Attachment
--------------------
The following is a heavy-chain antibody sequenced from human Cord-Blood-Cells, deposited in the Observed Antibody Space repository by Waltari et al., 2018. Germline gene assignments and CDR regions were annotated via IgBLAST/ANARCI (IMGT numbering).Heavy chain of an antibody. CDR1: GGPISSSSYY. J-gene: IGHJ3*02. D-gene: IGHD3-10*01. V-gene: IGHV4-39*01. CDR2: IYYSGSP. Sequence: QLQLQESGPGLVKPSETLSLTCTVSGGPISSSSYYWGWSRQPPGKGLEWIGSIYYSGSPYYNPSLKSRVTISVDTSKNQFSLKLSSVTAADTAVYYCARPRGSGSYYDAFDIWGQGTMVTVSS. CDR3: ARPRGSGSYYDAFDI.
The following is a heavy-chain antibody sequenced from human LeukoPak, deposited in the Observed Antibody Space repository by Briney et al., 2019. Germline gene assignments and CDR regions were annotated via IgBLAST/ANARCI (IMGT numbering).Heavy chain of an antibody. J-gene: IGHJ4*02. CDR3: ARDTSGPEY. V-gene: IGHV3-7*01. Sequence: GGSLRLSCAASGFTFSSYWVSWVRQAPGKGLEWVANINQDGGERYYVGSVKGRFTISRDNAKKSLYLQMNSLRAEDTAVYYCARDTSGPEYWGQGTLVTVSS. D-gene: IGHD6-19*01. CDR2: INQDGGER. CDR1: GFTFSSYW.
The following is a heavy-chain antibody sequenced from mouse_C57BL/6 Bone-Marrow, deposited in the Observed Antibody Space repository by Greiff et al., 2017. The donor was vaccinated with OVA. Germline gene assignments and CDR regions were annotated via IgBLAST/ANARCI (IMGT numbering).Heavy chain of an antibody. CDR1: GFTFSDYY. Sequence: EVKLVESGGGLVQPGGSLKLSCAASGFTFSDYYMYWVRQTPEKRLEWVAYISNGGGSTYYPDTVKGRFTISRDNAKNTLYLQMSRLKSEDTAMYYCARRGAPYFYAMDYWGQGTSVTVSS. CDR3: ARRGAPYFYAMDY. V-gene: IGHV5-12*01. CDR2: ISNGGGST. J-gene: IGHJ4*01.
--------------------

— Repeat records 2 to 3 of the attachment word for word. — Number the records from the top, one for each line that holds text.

The following is a heavy-chain antibody sequenced from human LeukoPak, deposited in the Observed Antibody Space repository by Briney et al., 2019. Germline gene assignments and CDR regions were annotated via IgBLAST/ANARCI (IMGT numbering).Heavy chain of an antibody. J-gene: IGHJ4*02. CDR3: ARDTSGPEY. V-gene: IGHV3-7*01. Sequence: GGSLRLSCAASGFTFSSYWVSWVRQAPGKGLEWVANINQDGGERYYVGSVKGRFTISRDNAKKSLYLQMNSLRAEDTAVYYCARDTSGPEYWGQGTLVTVSS. D-gene: IGHD6-19*01. CDR2: INQDGGER. CDR1: GFTFSSYW.
The following is a heavy-chain antibody sequenced from mouse_C57BL/6 Bone-Marrow, deposited in the Observed Antibody Space repository by Greiff et al., 2017. The donor was vaccinated with OVA. Germline gene assignments and CDR regions were annotated via IgBLAST/ANARCI (IMGT numbering).Heavy chain of an antibody. CDR1: GFTFSDYY. Sequence: EVKLVESGGGLVQPGGSLKLSCAASGFTFSDYYMYWVRQTPEKRLEWVAYISNGGGSTYYPDTVKGRFTISRDNAKNTLYLQMSRLKSEDTAMYYCARRGAPYFYAMDYWGQGTSVTVSS. CDR3: ARRGAPYFYAMDY. V-gene: IGHV5-12*01. CDR2: ISNGGGST. J-gene: IGHJ4*01.